The stunning Blue Mountains - The 3 Sisters
The return trip by catamaran passed under the bridge

We had a good lunch in the pretty town of Leura, visited the Olympic stadium on the way back before boarding a catamaran for a night trip back to Sydney, under the Harbour Bridge and in front of the Opera.

Part Two: Melbourne

We were very impressed with Melbourne. Great shops, great food, and a very 'Shoreditch' like feel to parts of the city centre. We visited the arcades, the shopping centres, the Victoria Market with its extraordinary varieties of very fresh vegetables and shellfish, the Shrine of Remembrance in the botanical gardens, we took a tram to St Kilda's and had tea on the pier and we ate in some very good restaurants, both cafés and more fancy, all of which were excellent.

Melbourne Central Business District (CBD)
AC/DC Lane

Part Three: Port Douglas

We flew from Melbourne to Cairns, flying for four hours over red terrain with nothing much to see. At Cairns we drove to Port Douglas where we stayed for five days. The main reason for staying here was to visit the Barrier Reef, although our visit was a disaster due to the poor weather that day. Most people on the boat were sick and when we got there we didn't see much of huge interest; the return trip was even worse. 

Port Douglas itself is a beautiful town with some fine restaurants and the famous Four Mile Beach which is a four mile beach lined with palm trees. There is a supervised swimming area netted off from undesirable Australian beasts. The town has various varieties of palm tree everywhere and a good selection of restaurants and cafés. The highlight of our stay here by far, was our day trip to the Daintree Tropical Rainforest, about an hour from Port Douglas. It receives on average 5 metres of rainfall per annum (London is 50 cm for comparison).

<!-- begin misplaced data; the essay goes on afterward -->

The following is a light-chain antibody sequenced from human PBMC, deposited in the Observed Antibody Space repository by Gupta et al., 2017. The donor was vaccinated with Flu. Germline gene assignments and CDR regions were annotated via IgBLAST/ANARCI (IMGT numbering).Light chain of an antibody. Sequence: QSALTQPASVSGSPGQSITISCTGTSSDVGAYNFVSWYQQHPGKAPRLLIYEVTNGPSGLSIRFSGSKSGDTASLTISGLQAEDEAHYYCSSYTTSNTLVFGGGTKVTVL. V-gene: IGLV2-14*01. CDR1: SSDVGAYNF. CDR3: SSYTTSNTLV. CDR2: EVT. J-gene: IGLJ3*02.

Daintree Tropical Rainforest

Thanks to our guide, Michelle, and of course the Daintree Rainforest, this was quite possibly one of the best tours we have ever been on. We boarded the minibus along with a family of four at Port Douglas stopped for supplies at the sugar town of Mossman (there are enormous cane plantations all around) and then set off for the Daintree in a short but heavy burst of rain.

On our river trip, Justin pointed out crocodiles (Lizzie, and Scarface who is 4m long and 80 years old), an Azure and a Sacred Kingfisher, a yellow and black snake, an East Water Dragon - all close enough to see very well - and of course the incredible vegetation and the mangroves.